I hereby certify that the above survey and diagram was made by me on the 14th day of January A.D. 1862 by order of Isaac E. Eaton general superintendent of the aforesaid company and for their special benefit in accordance with section one act of Congress entitled an act of making appropriation for Services of Post Office department during the fiscal year ending 13th day of June A.D. 1846 and approved on the 3rd day of March A.D. 1855'A picture of rock piles in a sagebrush steppe scene. All that remains of the Green River Stage Station at the site.

Graphic #1 - Green River County, Utah Territory, was huge, extending nearly 250 miles from northern Utah to Bridger Pass, not far from present-day Rawlins.


Graphic #2 - A sketch from 1862 laying claim to 640 acres at Green River Station, now in the possession of the Wyoming State Archives in Cheyenne. Note that the original Transcontinental Telegraph Line also crossed the Green River at the site.


Photo #1 - Not much now remains of Green River Station.  (Emilio Sanchez photo)


(Sweetwater County, Wyo. - August 25, 2022)      The county seat of Sweetwater County was not the first community in Wyoming named “Green River,” according to a new article on WyoHistory.org.

“Crossing the River at Green River Station,” by Dick Blust of the Sweetwater County Historical Museum staff, tells the story of Green River Station, a tiny settlement that served as a stage stop, Pony Express station, ferry, and ford located dozens of miles upstream from the city of Green River.

What is now Sweetwater County was once in Green River County, Utah Territory, created in 1852, and existed until 1868, with the establishment of Wyoming Territory. Green River Station was one of a number of fords and ferry sites across the Green used by emigrants traveling the Oregon, California, and Mormon Trails, as well as stagecoaches and Pony Express riders.

The Station was home to the first Post Office in what would later become Sweetwater County, established in 1853, as well as “‘five stores and one Indian wigwam, which served as a saloon,’ as well as six cabins where people lived, including the station keeper, stagecoach drivers, riders, and stock tenders for spare horses.”

Little is now left of Green River Station, which faded away and died in the years after the railroad arrived in Sweetwater County in 1869.

WyoHistory.org, a project of the Wyoming State Historical Society, is an extensive online resource for articles and information on Wyoming history.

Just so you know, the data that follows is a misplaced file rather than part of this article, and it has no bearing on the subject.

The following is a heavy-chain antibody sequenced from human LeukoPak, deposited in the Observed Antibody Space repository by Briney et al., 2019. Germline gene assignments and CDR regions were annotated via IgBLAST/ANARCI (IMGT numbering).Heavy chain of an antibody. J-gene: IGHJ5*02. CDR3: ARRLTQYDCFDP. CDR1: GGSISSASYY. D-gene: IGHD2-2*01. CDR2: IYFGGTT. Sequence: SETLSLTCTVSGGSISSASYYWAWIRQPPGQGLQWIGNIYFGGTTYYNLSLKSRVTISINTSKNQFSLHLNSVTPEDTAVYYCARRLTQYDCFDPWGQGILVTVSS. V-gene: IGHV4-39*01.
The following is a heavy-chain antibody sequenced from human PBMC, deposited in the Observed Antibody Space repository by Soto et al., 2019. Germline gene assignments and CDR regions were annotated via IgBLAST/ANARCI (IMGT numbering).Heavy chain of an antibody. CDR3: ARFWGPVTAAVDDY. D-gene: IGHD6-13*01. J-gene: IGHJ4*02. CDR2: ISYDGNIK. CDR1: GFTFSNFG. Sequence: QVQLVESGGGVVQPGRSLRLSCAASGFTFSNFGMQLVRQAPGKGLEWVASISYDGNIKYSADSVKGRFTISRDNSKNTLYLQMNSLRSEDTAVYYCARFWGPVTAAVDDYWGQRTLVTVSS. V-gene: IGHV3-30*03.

Located at 3 E. Flaming Gorge Way in Green River, the Sweetwater County Historical Museum is open from 9:00 AM to 5:00 PM, Tuesday through Saturday. Admission is free.

County Museum and Rocket Miner at work on new photo book project

Advertisement for the Sweetwater Memories project.


(Sweetwater County, Wyo. - August 12, 2022)     The Sweetwater County Historical Museum is working with the Rock Springs Rocket Miner and Pediment Publishing of Vancouver, Washington in the creation of a special book titled Sweetwater Memories:   A Photographic History of the Early Years. Pediment  is compiling and scanning vintage photographs depicting life in Sweetwater County from the 1800s through 1939, including a wide selection of photos from the museum’s collection.

A Pediment editor will be in Green River working with museum staff next week. A special date and time slot - Friday, August 19, from 3:00 PM to 5:00 PM - has been set aside for county residents with old photographs of their own who would like to bring them to the museum to have them scanned and considered for publication in the new book.

The museum is located at 3 E. Flaming Gorge Way in Green River. Please call (307) 872-6435 or email This email address is being protected from spambots. You need JavaScript enabled to view it. with any questions about the Sweetwater Memories project.

The first Mountain Man Rendezvous was in Sweetwater County

Modern image depicting the site of the First Rocky Mountain Rendezvous near Mckinnon. A large area of sagebrush blends into buttes in the background. There are no obvious signs of manmade structures.Sign marking the historic site of the 1825 Rocky Mountain Rendezvous near McKinnon.Map depicting the site of the rendezvous on the Henry's Fork.A painting depicting a large number of people in various forms of dress including traditional hide outfits.The Musuem's exhibits relating to the Fur Trade.

Photo #1 - Site of the first Mountain Man Rendezvous, in southern Sweetwater County


Photo #2 - Interpretive sign near the site of the 1825 Rendezvous not far from McKinnon, in Sweetwater County, Wyoming


Photo #3 - Location of the 1825 Rendezvous on Henry’s Fork


Photo #4 - Rendezvous Near Green River, by Alfred Jacob Miller, depicting the 1837 Rendezvous not far from what is now Daniel, Wyoming, at the confluence of Horse Creek and the Green River. Miller was the only painter ever to record a Rendezvous firsthand.


Photo #5 - The Sweetwater County Historical Museum features exhibits on Native Americans, mountain men, and the fur trade


(Sweetwater County, Wyo. - July 26, 2022)    With this year’s Fort Bridger Mountain Man Rendezvous at Fort Bridger in Uinta County scheduled for September 2 through September 5, the staff at the Sweetwater County Museum in Green River issued a reminder on Tuesday that the first Rendezvous was held in 1825 in what is now Sweetwater County.   

Organized by fur trading companies, Rendezvous were staged every year from 1825 to 1840 at different locations in Wyoming, Utah, and Idaho. Mountain men, trappers, and Native Americans gathered to sell their furs, trade for supplies, and celebrate.

That first rendezvous was staged on Henry’s Fork, three miles northeast of Burntfork and about 40 miles southwest of Green River. Mountain man James Beckwourth provided a description:

“ ...there was a general jubilee among all at the rendezvous, We constituted quite a little town, numbering at least eight hundred souls, of whom one half were women and children. There were some among us who had not seen any groceries, such as coffee, sugar,& c., for several months. The whisky went off as freely as water, even at the exorbitant price he [William Henry Ashley, co-owner of the Rocky Mountain Fur Company, for whom the Ashley National Forest is named] sold it for. All kinds of sports were indulged in with a heartiness that would astonish more civilized societies.”

The Museum’s gallery includes exhibits on Native Americans, mountain men, and the frontier-era fur trade. Hours are Tuesday through Saturday, 9:00 AM to 5:00 PM, and there is no charge for admission.